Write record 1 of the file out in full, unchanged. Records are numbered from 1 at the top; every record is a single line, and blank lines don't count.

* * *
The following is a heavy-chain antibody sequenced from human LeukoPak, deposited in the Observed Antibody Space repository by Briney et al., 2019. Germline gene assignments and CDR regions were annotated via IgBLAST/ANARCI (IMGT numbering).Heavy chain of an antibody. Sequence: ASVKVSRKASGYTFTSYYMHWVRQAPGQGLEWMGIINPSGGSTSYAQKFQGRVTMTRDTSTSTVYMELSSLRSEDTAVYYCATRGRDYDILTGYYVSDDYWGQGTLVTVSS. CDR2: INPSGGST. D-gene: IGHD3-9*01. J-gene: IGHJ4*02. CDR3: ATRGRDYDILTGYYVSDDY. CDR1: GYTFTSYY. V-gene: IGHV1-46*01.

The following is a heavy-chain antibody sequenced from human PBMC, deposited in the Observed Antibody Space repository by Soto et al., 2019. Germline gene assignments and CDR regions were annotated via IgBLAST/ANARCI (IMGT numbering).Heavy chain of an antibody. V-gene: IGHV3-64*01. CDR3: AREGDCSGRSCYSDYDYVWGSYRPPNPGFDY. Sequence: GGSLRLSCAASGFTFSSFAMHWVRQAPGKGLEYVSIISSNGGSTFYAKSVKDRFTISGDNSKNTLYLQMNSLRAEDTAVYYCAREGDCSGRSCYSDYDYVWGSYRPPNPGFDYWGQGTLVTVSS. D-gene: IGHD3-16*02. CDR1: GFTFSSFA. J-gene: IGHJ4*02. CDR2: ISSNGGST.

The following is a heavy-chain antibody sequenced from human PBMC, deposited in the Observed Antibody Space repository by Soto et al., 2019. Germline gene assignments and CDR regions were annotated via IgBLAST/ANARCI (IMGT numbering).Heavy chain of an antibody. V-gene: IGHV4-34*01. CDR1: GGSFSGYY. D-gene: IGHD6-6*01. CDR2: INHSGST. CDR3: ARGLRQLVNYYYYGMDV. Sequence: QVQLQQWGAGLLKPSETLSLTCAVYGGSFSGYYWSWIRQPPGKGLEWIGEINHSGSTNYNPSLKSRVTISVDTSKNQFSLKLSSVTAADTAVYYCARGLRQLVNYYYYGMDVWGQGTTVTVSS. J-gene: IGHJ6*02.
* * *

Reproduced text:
The following is a heavy-chain antibody sequenced from human LeukoPak, deposited in the Observed Antibody Space repository by Briney et al., 2019. Germline gene assignments and CDR regions were annotated via IgBLAST/ANARCI (IMGT numbering).Heavy chain of an antibody. Sequence: ASVKVSRKASGYTFTSYYMHWVRQAPGQGLEWMGIINPSGGSTSYAQKFQGRVTMTRDTSTSTVYMELSSLRSEDTAVYYCATRGRDYDILTGYYVSDDYWGQGTLVTVSS. CDR2: INPSGGST. D-gene: IGHD3-9*01. J-gene: IGHJ4*02. CDR3: ATRGRDYDILTGYYVSDDY. CDR1: GYTFTSYY. V-gene: IGHV1-46*01.